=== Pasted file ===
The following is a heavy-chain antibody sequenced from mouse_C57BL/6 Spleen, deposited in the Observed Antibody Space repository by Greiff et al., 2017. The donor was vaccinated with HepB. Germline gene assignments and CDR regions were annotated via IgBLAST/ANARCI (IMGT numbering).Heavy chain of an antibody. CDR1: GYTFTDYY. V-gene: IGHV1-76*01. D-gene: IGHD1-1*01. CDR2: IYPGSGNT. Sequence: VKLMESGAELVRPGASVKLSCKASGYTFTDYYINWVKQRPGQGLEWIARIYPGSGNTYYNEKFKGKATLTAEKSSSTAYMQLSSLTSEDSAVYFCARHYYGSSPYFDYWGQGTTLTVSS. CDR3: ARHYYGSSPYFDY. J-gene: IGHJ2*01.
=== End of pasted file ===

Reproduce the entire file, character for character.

The following is a heavy-chain antibody sequenced from mouse_C57BL/6 Spleen, deposited in the Observed Antibody Space repository by Greiff et al., 2017. The donor was vaccinated with HepB. Germline gene assignments and CDR regions were annotated via IgBLAST/ANARCI (IMGT numbering).Heavy chain of an antibody. CDR1: GYTFTDYY. V-gene: IGHV1-76*01. D-gene: IGHD1-1*01. CDR2: IYPGSGNT. Sequence: VKLMESGAELVRPGASVKLSCKASGYTFTDYYINWVKQRPGQGLEWIARIYPGSGNTYYNEKFKGKATLTAEKSSSTAYMQLSSLTSEDSAVYFCARHYYGSSPYFDYWGQGTTLTVSS. CDR3: ARHYYGSSPYFDY. J-gene: IGHJ2*01.